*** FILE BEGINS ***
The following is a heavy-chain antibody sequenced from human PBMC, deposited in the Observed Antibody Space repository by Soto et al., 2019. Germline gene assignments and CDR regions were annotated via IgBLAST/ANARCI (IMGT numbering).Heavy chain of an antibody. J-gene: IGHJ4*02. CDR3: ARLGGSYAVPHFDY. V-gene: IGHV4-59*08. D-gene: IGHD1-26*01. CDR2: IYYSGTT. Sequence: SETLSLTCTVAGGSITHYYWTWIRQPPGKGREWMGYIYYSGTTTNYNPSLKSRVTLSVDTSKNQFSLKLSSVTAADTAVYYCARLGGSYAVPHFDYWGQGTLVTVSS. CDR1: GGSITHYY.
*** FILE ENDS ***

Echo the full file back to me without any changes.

The following is a heavy-chain antibody sequenced from human PBMC, deposited in the Observed Antibody Space repository by Soto et al., 2019. Germline gene assignments and CDR regions were annotated via IgBLAST/ANARCI (IMGT numbering).Heavy chain of an antibody. J-gene: IGHJ4*02. CDR3: ARLGGSYAVPHFDY. V-gene: IGHV4-59*08. D-gene: IGHD1-26*01. CDR2: IYYSGTT. Sequence: SETLSLTCTVAGGSITHYYWTWIRQPPGKGREWMGYIYYSGTTTNYNPSLKSRVTLSVDTSKNQFSLKLSSVTAADTAVYYCARLGGSYAVPHFDYWGQGTLVTVSS. CDR1: GGSITHYY.